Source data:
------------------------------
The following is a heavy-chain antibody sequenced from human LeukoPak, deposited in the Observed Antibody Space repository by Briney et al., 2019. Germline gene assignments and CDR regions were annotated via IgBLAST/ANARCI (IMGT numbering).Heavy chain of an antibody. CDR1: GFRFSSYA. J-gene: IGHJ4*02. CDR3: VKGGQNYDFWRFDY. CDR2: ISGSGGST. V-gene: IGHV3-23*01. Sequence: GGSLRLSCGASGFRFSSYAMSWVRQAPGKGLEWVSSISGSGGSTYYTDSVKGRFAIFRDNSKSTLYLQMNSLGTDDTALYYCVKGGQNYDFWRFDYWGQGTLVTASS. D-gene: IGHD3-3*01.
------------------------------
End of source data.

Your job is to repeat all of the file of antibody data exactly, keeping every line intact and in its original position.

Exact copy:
The following is a heavy-chain antibody sequenced from human LeukoPak, deposited in the Observed Antibody Space repository by Briney et al., 2019. Germline gene assignments and CDR regions were annotated via IgBLAST/ANARCI (IMGT numbering).Heavy chain of an antibody. CDR1: GFRFSSYA. J-gene: IGHJ4*02. CDR3: VKGGQNYDFWRFDY. CDR2: ISGSGGST. V-gene: IGHV3-23*01. Sequence: GGSLRLSCGASGFRFSSYAMSWVRQAPGKGLEWVSSISGSGGSTYYTDSVKGRFAIFRDNSKSTLYLQMNSLGTDDTALYYCVKGGQNYDFWRFDYWGQGTLVTASS. D-gene: IGHD3-3*01.